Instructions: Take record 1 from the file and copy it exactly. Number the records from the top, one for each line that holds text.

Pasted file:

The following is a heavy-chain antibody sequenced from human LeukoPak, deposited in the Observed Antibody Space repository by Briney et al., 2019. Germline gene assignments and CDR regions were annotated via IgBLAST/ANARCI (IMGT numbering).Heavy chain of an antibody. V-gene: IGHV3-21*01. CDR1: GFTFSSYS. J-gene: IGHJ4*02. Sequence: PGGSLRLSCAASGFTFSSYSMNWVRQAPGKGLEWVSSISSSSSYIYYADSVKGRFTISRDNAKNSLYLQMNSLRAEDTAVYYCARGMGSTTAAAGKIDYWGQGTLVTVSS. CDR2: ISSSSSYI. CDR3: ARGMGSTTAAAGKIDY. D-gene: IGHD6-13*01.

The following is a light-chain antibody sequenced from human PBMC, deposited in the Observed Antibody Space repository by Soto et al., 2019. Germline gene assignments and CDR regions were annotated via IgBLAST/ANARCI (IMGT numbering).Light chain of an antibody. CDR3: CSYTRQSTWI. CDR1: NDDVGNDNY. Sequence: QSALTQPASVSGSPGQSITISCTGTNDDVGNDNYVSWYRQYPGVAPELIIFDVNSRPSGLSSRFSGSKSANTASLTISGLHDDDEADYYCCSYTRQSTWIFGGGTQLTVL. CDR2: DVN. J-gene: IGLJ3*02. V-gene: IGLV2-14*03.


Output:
The following is a heavy-chain antibody sequenced from human LeukoPak, deposited in the Observed Antibody Space repository by Briney et al., 2019. Germline gene assignments and CDR regions were annotated via IgBLAST/ANARCI (IMGT numbering).Heavy chain of an antibody. V-gene: IGHV3-21*01. CDR1: GFTFSSYS. J-gene: IGHJ4*02. Sequence: PGGSLRLSCAASGFTFSSYSMNWVRQAPGKGLEWVSSISSSSSYIYYADSVKGRFTISRDNAKNSLYLQMNSLRAEDTAVYYCARGMGSTTAAAGKIDYWGQGTLVTVSS. CDR2: ISSSSSYI. CDR3: ARGMGSTTAAAGKIDY. D-gene: IGHD6-13*01.